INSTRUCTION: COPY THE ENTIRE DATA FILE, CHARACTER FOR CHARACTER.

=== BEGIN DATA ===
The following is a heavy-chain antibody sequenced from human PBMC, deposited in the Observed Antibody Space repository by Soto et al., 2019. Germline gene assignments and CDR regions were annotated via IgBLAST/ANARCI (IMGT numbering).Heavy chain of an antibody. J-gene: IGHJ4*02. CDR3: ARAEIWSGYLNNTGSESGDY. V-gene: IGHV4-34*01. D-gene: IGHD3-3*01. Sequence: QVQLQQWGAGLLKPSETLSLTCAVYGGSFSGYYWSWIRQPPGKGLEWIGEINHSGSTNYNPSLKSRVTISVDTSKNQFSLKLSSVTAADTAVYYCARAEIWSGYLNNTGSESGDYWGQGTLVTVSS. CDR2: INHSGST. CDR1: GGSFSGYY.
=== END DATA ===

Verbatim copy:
The following is a heavy-chain antibody sequenced from human PBMC, deposited in the Observed Antibody Space repository by Soto et al., 2019. Germline gene assignments and CDR regions were annotated via IgBLAST/ANARCI (IMGT numbering).Heavy chain of an antibody. J-gene: IGHJ4*02. CDR3: ARAEIWSGYLNNTGSESGDY. V-gene: IGHV4-34*01. D-gene: IGHD3-3*01. Sequence: QVQLQQWGAGLLKPSETLSLTCAVYGGSFSGYYWSWIRQPPGKGLEWIGEINHSGSTNYNPSLKSRVTISVDTSKNQFSLKLSSVTAADTAVYYCARAEIWSGYLNNTGSESGDYWGQGTLVTVSS. CDR2: INHSGST. CDR1: GGSFSGYY.